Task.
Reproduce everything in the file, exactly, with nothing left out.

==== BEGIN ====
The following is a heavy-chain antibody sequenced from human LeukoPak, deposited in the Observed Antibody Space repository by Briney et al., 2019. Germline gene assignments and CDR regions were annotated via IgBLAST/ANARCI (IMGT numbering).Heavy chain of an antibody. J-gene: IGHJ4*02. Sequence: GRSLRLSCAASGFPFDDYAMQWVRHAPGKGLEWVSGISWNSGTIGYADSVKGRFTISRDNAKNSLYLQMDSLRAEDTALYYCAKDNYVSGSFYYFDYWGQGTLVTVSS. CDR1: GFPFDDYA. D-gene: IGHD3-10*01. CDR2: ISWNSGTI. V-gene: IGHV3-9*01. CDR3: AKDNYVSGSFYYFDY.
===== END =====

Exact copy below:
The following is a heavy-chain antibody sequenced from human LeukoPak, deposited in the Observed Antibody Space repository by Briney et al., 2019. Germline gene assignments and CDR regions were annotated via IgBLAST/ANARCI (IMGT numbering).Heavy chain of an antibody. J-gene: IGHJ4*02. Sequence: GRSLRLSCAASGFPFDDYAMQWVRHAPGKGLEWVSGISWNSGTIGYADSVKGRFTISRDNAKNSLYLQMDSLRAEDTALYYCAKDNYVSGSFYYFDYWGQGTLVTVSS. CDR1: GFPFDDYA. D-gene: IGHD3-10*01. CDR2: ISWNSGTI. V-gene: IGHV3-9*01. CDR3: AKDNYVSGSFYYFDY.